Three Lies and then Some

27 December 2017

The view of Charles River and over to Cambridge from where we have breakfast at our hotel in Boston (Back Bay)

It is so frickin’ cold in Boston, rather than attempting a self-guided walking tour of the Freedom Trail, we booked a private car tour instead. Such a good decision. Even the local news is providing warnings of hyperthermia and record lows. Tomorrow or the next day they are predicting below zero figures. That’s below zero Fahrenheit! 

Originally we were going to do Boston one day and Harvard the next but with a car and expert driver at our disposal we knocked over both in two days. It helped that we were reluctant to leave the vehicle to cover anything on foot.

Our driver, Derek, was cheerful and informative, busting the myths of history and legends. Boston is full of them. At Harvard, the statue on Harvard Yard to honour John Harvard is nicknamed the statue of three lies. The inscription claims that Harvard University was founded in 1638 by John Harvard, the man in the statue. The three lies are:
  1. There is no existing image of John Harvard so the statue was modelled on some random person. Well, not completely random, someone distinguished who later became a member of Congress.
  2. John Harvard did not actually found the university but was the first major benefactor to the university through a donation that included 400 books.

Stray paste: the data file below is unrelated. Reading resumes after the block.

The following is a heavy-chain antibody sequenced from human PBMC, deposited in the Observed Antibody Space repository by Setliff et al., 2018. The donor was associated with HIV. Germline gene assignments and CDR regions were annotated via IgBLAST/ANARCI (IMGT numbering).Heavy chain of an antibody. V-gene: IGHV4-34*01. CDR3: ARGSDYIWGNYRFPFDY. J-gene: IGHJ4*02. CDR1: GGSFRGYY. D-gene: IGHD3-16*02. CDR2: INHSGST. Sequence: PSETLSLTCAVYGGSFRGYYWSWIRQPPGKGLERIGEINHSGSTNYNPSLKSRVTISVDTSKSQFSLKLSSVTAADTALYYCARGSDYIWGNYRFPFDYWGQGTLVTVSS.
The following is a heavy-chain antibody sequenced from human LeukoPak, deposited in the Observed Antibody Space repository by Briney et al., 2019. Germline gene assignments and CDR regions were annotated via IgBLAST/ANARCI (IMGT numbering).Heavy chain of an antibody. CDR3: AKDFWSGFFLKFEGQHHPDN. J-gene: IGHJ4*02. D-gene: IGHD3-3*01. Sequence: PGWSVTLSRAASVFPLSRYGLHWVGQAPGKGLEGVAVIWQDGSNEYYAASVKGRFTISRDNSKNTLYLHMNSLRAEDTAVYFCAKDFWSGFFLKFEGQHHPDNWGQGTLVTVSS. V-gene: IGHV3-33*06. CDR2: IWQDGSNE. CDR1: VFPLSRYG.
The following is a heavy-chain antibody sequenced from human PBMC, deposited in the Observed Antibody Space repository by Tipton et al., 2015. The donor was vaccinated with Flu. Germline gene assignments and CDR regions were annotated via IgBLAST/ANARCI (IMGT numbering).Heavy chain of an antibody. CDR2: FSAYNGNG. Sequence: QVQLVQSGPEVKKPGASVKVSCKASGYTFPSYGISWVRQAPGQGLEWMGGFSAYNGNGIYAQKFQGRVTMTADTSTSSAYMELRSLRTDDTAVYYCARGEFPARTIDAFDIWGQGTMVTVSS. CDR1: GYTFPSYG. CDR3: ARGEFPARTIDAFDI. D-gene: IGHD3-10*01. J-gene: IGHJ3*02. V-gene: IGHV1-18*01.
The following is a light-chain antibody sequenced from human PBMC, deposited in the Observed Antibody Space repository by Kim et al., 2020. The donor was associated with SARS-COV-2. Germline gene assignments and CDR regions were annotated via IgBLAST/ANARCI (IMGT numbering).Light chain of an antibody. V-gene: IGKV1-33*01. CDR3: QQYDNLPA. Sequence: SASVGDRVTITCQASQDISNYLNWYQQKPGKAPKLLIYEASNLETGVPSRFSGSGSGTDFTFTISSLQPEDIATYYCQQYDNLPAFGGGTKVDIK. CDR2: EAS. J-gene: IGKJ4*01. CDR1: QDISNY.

3. The university was founded two years earlier, in 1636 as New College, receiving the name Harvard University in 1639.

The centre layout of Harvard was described as a four leaf clover by Derek, with three leaves being the shops, bars and other auxiliary matters, with the remaining leaf the actual school. Harvard stretches way beyond this hub though. The residences and offices go for miles and various schools are not even in Cambridge. For example, the medical and business schools are located separately across the Charles River, the medical school being within walking distance of our hotel.

George Washington's house when he attended Harvard Univeristy
after scorning the four bedroom house he was originally allocated

We then started our Freedom Trail journey at the Battle of Bunker Hill Monument. Only the monument wasn’t at Bunker Hill. In fact, the battle was not at Bunker Hill either. According to Derek, the battle was meant to be at Bunker Hill but the crew sent to fortify Bunker Hill the night before the British arrived were drunk or lazy or both and stopped at a significantly flatter place, Breed’s Hill. The Americans lost this battle in terms of land and position but caused serious damage to the British troops, including killing around 200 of their officers through guerilla warfare. Hence, it could be argued, if they had gone on to the intended location, the American Revolutionary War could have been done and dusted then and there in June 1775.

Bunker Hill Monument (on Breed's Hill)